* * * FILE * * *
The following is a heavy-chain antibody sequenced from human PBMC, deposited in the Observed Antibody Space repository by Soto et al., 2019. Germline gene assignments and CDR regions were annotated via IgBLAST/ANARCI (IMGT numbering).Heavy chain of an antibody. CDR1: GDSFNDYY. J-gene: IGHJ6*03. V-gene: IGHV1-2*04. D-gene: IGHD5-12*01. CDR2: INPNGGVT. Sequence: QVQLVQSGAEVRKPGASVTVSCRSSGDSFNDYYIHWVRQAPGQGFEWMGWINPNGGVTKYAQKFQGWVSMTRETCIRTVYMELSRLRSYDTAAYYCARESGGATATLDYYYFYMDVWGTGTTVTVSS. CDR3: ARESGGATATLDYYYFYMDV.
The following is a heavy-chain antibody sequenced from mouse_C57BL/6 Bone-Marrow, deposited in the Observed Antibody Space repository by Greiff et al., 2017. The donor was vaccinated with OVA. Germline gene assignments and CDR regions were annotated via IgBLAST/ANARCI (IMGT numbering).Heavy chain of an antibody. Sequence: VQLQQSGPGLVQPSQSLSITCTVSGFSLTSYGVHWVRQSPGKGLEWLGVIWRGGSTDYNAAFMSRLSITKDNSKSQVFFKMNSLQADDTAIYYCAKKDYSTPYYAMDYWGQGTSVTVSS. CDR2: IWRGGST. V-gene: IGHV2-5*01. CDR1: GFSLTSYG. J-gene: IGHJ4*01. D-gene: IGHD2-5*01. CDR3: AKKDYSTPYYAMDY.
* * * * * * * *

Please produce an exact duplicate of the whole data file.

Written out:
The following is a heavy-chain antibody sequenced from human PBMC, deposited in the Observed Antibody Space repository by Soto et al., 2019. Germline gene assignments and CDR regions were annotated via IgBLAST/ANARCI (IMGT numbering).Heavy chain of an antibody. CDR1: GDSFNDYY. J-gene: IGHJ6*03. V-gene: IGHV1-2*04. D-gene: IGHD5-12*01. CDR2: INPNGGVT. Sequence: QVQLVQSGAEVRKPGASVTVSCRSSGDSFNDYYIHWVRQAPGQGFEWMGWINPNGGVTKYAQKFQGWVSMTRETCIRTVYMELSRLRSYDTAAYYCARESGGATATLDYYYFYMDVWGTGTTVTVSS. CDR3: ARESGGATATLDYYYFYMDV.
The following is a heavy-chain antibody sequenced from mouse_C57BL/6 Bone-Marrow, deposited in the Observed Antibody Space repository by Greiff et al., 2017. The donor was vaccinated with OVA. Germline gene assignments and CDR regions were annotated via IgBLAST/ANARCI (IMGT numbering).Heavy chain of an antibody. Sequence: VQLQQSGPGLVQPSQSLSITCTVSGFSLTSYGVHWVRQSPGKGLEWLGVIWRGGSTDYNAAFMSRLSITKDNSKSQVFFKMNSLQADDTAIYYCAKKDYSTPYYAMDYWGQGTSVTVSS. CDR2: IWRGGST. V-gene: IGHV2-5*01. CDR1: GFSLTSYG. J-gene: IGHJ4*01. D-gene: IGHD2-5*01. CDR3: AKKDYSTPYYAMDY.